Libertarianism and Heavy Metal: Two Peas in a Pod?

By Mason Mohon | USA

Anybody who knows me, even just a little bit, knows that I am a big fan of metal. Whenever a band I like swings through Texas, you know I’ll be in that mosh pit. The genre is seen as uncomfortable, concerning, and scary to most people, and the seemingly inhuman screams of vocalists tend to drive people away, but the people who stay seem to stay for a long time because Spotify discovered that metal fans are the most loyal listeners to any genre worldwide. Heavy metal does not have to fear losing its base anytime soon.

The genre itself seems to appeal in a few ways to the anti-government crowd. Lyrics of many major bands in the metal scene reflect very anti-government anti-authoritarian themes. The most notable of these will probably be familiar to those in libertarian circles: Backwordz. Their songs reflect various aspects of anarcho-capitalist philosophy, from the economic foundations made clear in Praxeology to the basic idea of control over one’s life in Self Ownership. Their merch often sports “taxation is theft” and other libertarian friendly slogans, and on stage lead singer Eric July is always ready to speak of freedom to the crowd. Backwordz is very libertarian, but the genre as a whole also seems to be very reflecting of the ideas, although not explicitly.

Revolt Against the Status Quo

Libertarianism and heavy metal have a parallel in their stance against the established way of things and refusal to conform to the norm. Libertarians are opposed to the state in most, if not all instances. They are characterized by their opposition to coercive power, and will not settle for the way things are. The current order is wrong, and that includes the government structure, the elected officials, and the dominating parties. To the libertarian, all of it is unacceptable, even though there is the occasional exception. The libertarian is the outcast because his or her opinions are so radical and they do not fit into what the mainstream media and elites have said is allowable for an opinion. Even with the entire world pushing back, the libertarian still stands.

Similarly, metal tends to stand against the conventional order of music and genre. What seems like an excess of guitar playing and the nearly inaudible screaming causes discomfort to many who are not familiar with the genre. It is loud and seen by many as scary, but the metalheads do not care. They couldn’t care less because they’ve acquired the taste and they stick with it, even though it goes against what the pop artists and records want them to listen to. An article from the Scientific American outlines that people of other genres tend to be conformists, while metalheads stick to their guns, as Spotify’s loyalty research above showed.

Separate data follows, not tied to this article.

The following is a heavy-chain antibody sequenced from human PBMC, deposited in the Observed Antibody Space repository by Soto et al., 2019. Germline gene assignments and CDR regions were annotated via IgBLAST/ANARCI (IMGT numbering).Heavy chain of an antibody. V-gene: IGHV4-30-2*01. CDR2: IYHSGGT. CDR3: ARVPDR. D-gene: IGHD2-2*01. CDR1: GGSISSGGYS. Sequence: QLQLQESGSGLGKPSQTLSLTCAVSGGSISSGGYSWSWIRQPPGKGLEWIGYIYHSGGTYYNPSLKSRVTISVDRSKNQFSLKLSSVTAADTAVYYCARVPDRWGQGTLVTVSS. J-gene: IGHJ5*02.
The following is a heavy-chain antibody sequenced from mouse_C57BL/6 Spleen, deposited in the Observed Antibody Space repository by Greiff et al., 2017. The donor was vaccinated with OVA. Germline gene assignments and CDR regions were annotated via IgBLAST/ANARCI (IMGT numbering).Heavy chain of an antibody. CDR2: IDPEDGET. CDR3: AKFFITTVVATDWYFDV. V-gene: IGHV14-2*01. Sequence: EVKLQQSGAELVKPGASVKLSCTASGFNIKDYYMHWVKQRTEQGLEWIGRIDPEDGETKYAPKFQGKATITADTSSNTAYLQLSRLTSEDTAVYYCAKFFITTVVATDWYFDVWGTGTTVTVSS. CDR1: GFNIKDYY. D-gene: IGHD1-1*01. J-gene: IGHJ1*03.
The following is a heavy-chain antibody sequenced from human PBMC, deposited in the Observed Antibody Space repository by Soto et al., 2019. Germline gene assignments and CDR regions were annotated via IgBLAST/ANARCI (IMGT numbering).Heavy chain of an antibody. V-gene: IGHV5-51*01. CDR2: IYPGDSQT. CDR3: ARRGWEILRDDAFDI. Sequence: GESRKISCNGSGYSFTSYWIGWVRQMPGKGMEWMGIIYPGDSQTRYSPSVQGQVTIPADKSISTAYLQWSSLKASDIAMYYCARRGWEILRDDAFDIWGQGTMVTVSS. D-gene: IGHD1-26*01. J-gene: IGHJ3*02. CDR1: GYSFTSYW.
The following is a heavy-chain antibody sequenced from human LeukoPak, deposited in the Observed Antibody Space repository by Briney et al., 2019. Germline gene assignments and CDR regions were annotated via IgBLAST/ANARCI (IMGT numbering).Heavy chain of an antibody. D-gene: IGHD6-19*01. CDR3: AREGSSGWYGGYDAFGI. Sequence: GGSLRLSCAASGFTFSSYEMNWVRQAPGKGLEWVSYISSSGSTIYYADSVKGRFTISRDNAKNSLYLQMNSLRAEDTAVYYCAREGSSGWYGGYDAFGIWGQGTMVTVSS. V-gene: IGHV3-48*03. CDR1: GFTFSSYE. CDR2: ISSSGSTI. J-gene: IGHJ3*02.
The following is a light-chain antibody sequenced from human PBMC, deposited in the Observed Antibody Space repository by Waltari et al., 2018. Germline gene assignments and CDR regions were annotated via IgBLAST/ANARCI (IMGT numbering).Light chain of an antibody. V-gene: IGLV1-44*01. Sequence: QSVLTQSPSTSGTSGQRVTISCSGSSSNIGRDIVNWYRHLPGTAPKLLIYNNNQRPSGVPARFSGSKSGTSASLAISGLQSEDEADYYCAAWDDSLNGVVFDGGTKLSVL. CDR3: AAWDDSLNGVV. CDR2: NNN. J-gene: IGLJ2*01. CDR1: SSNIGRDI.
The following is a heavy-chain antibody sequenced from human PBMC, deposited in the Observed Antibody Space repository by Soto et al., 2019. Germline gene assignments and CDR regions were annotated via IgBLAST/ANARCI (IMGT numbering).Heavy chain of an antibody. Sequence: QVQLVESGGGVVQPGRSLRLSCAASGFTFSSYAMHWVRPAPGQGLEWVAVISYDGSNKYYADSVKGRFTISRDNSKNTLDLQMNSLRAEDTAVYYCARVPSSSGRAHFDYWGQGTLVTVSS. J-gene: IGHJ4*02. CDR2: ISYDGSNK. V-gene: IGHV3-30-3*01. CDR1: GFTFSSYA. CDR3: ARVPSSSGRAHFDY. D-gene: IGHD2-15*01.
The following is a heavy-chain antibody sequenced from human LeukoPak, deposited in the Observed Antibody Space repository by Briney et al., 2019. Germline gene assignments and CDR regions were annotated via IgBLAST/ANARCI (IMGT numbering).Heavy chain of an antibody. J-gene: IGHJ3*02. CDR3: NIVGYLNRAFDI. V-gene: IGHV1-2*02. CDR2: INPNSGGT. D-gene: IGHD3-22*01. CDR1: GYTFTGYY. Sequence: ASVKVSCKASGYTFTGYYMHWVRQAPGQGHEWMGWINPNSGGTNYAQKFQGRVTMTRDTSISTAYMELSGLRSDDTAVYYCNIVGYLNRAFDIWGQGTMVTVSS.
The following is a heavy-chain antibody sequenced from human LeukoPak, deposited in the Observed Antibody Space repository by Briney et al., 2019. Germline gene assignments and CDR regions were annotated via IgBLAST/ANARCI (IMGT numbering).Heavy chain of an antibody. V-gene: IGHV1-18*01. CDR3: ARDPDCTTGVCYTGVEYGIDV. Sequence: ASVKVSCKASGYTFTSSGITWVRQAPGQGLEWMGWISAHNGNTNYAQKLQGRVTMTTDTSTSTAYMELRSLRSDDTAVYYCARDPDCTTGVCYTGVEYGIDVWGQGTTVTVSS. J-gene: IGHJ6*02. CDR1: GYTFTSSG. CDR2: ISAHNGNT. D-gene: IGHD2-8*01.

Conforming seems to be motivated not by the positive utility of behaving like your peers, but instead out of anxiety and pain at the prospect of being a “contrarian.” Again, this points to the function of peer influence during adolescence. During adolescence, peers wield considerable coercive power — that is, friends are quick to dispense disapproval, teasing and rejection when social norms are not followed. The pain  of being rejected by one’s peer group can be a matter of life or death, as recent cyber-bullying cases in the news demonstrate.

The Antidote for the Non-Aggression Principle

Many would assume that metalheads tend to be angry aggressive scalawags that wander the streets late at night, hoping to mug an unsuspecting soul, or just engaging in other crime or disruptive activity. If they throw down and hit each other with all the force they can in the moshpit, why would the act any different in regular life. Metalheads are generalized as people who would cause harm. If this were true, this would set heavy metal in an opposing position to libertarianism, which has the core tenets of non-aggression and voluntary action. The fact of the matter is, though, that this stereotype of metalheads is wrong.

A Humboldt State University study reveals that those who listen to metal and entrench themselves into the genre’s subculture receive an array of benefits (mostly psychological)  throughout life. When metalheads were labeled the same way I did in the previous paragraph, this study, which was done over 30 years on nearly 400 people, revealed that metal listeners “were significantly happier in their youth and better adjusted currently than either middle-aged or current college-age youth comparison groups.” This was true, even though they did tend to engage in risky behavior. Metal seems to be creating people who transition into the rest of their lives better and generally just live better, with the metal community acting as a great support group keeping people away from an aggressive lifestyle.

The metal community and libertarian community seem to parallel in many ways. The groups often share a common anti-authoritarian message, and they both have an anti-status quo theme. They are always working against what is popular and refuse to give in to the masses. They also both promote a lifestyle of non-aggression and voluntary action. The two seem to mesh well together, which is why we only hope to see more heavy metal with a libertarian theme.

Featured image by Matt Bender Photo,


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